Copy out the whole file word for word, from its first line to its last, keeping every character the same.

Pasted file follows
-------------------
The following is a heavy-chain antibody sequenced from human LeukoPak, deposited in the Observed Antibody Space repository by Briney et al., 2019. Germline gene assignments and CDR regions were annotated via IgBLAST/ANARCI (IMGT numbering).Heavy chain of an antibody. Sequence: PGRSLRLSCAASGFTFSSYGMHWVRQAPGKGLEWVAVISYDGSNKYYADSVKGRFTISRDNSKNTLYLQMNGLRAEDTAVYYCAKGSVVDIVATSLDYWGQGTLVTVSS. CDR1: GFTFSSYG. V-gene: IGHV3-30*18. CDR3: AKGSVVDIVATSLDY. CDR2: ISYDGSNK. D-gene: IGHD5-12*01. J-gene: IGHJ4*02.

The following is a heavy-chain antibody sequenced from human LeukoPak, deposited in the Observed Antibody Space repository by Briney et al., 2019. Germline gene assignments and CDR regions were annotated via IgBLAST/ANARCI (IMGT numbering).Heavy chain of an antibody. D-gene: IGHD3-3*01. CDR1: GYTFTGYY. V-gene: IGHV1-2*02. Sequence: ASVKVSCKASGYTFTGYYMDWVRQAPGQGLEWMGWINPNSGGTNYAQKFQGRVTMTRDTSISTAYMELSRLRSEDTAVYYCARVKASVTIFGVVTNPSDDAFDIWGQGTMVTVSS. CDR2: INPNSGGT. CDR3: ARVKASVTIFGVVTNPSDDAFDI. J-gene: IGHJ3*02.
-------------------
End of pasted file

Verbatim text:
The following is a heavy-chain antibody sequenced from human LeukoPak, deposited in the Observed Antibody Space repository by Briney et al., 2019. Germline gene assignments and CDR regions were annotated via IgBLAST/ANARCI (IMGT numbering).Heavy chain of an antibody. Sequence: PGRSLRLSCAASGFTFSSYGMHWVRQAPGKGLEWVAVISYDGSNKYYADSVKGRFTISRDNSKNTLYLQMNGLRAEDTAVYYCAKGSVVDIVATSLDYWGQGTLVTVSS. CDR1: GFTFSSYG. V-gene: IGHV3-30*18. CDR3: AKGSVVDIVATSLDY. CDR2: ISYDGSNK. D-gene: IGHD5-12*01. J-gene: IGHJ4*02.

The following is a heavy-chain antibody sequenced from human LeukoPak, deposited in the Observed Antibody Space repository by Briney et al., 2019. Germline gene assignments and CDR regions were annotated via IgBLAST/ANARCI (IMGT numbering).Heavy chain of an antibody. D-gene: IGHD3-3*01. CDR1: GYTFTGYY. V-gene: IGHV1-2*02. Sequence: ASVKVSCKASGYTFTGYYMDWVRQAPGQGLEWMGWINPNSGGTNYAQKFQGRVTMTRDTSISTAYMELSRLRSEDTAVYYCARVKASVTIFGVVTNPSDDAFDIWGQGTMVTVSS. CDR2: INPNSGGT. CDR3: ARVKASVTIFGVVTNPSDDAFDI. J-gene: IGHJ3*02.